As a result, dead Cicadas make a potent, natural fertilizer. They deliver a considerable quantity of nutrients into the soil. According to scientific reports, dead Cicadas lead to a boost in vegetation growth. Tree growth reportedly increases for several years after Periodical Cicadas emerge en masse.

What Damage Do Cicadas Cause?

Cicadas might seem intimidating given their size and loudness. But these bugs are harmless. They aren’t poisonous, they don’t sting, and they don’t bite. Cicadas don’t eat plant leaves or flowers either, so your garden is mostly safe. However, there is one way in which they could cause damage.

As I’ve already mentioned, Cicadas help us trim trees naturally. Well, this can be either a good or a bad thing. While older trees aren’t in danger, younger trees might wither away and die if too many Cicadas flock to their branches.

In older trees, damaged branches don’t pose a threat, but they might be visually unappealing. However, even in the worst cases, the extent of the damage is going to be limited. But if you’d rather be extra safe, you might want to consider tree netting during Cicada season.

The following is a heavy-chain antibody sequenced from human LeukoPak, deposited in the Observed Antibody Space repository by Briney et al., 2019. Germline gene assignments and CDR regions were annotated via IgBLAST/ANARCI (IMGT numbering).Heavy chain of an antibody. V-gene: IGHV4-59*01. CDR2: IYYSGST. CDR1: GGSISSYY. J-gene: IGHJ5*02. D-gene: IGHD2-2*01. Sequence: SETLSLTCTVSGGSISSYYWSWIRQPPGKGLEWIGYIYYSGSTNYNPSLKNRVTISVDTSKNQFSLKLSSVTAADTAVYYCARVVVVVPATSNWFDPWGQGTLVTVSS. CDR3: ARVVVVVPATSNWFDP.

Should You Kill Cicadas?

So, should you exterminate these loud bugs to protect your garden? Many entomologists advise against this. Cicadas emerge in such high numbers (billions at a time) that they’re practically impossible to manage.

Moreover, there aren’t any special insecticides devices to target Cicadas alone. If you try exterminating them, you’ll also end up affecting other beneficial insect populations such as bees, beetles, and butterflies. You could also negatively impact the birds, rodents, and other insectivores preying on these insects.

At least three Periodical Cicada Species are near threatened, according to the IUCN red list. And considering how beneficial these bugs are for the ecosystem, you’d be doing more harm than good by killing them. Any damage they might cause to the trees in your area is offset by all the other great things Cicadas do for the vegetation.

Conclusion

Cicadas are not only harmless, but they’re also beneficial. These peaceful insects only live for 4-6 weeks once they emerge in early spring. But they do a lot of good during their short (adult) lifespan.

Cicadas help the environment in more ways than one. They make great feed for animals and soil. They also trim tree branches, and they make trees sturdier and healthier. They also aerate the soil for better moisture and nutrient uptake. I think it’s time that these guys’ work should be recognized! What do you think?

Cicadas